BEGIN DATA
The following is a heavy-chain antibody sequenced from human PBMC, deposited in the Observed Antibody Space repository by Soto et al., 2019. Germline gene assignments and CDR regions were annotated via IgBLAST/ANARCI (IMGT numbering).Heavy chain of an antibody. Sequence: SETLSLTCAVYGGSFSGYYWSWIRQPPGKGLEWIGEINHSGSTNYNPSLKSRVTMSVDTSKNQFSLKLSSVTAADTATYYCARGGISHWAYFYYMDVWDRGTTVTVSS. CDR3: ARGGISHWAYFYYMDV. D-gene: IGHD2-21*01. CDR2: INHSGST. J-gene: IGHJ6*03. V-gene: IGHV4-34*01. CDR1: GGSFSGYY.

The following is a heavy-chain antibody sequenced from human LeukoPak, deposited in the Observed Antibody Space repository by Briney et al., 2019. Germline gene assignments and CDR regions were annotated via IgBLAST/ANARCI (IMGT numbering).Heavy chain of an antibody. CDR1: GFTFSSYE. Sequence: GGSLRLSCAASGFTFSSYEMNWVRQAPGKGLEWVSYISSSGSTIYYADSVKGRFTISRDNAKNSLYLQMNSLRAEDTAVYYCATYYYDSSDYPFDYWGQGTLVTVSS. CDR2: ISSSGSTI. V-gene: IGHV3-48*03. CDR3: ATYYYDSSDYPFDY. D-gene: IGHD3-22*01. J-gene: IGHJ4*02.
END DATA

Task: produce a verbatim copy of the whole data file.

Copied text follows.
The following is a heavy-chain antibody sequenced from human PBMC, deposited in the Observed Antibody Space repository by Soto et al., 2019. Germline gene assignments and CDR regions were annotated via IgBLAST/ANARCI (IMGT numbering).Heavy chain of an antibody. Sequence: SETLSLTCAVYGGSFSGYYWSWIRQPPGKGLEWIGEINHSGSTNYNPSLKSRVTMSVDTSKNQFSLKLSSVTAADTATYYCARGGISHWAYFYYMDVWDRGTTVTVSS. CDR3: ARGGISHWAYFYYMDV. D-gene: IGHD2-21*01. CDR2: INHSGST. J-gene: IGHJ6*03. V-gene: IGHV4-34*01. CDR1: GGSFSGYY.

The following is a heavy-chain antibody sequenced from human LeukoPak, deposited in the Observed Antibody Space repository by Briney et al., 2019. Germline gene assignments and CDR regions were annotated via IgBLAST/ANARCI (IMGT numbering).Heavy chain of an antibody. CDR1: GFTFSSYE. Sequence: GGSLRLSCAASGFTFSSYEMNWVRQAPGKGLEWVSYISSSGSTIYYADSVKGRFTISRDNAKNSLYLQMNSLRAEDTAVYYCATYYYDSSDYPFDYWGQGTLVTVSS. CDR2: ISSSGSTI. V-gene: IGHV3-48*03. CDR3: ATYYYDSSDYPFDY. D-gene: IGHD3-22*01. J-gene: IGHJ4*02.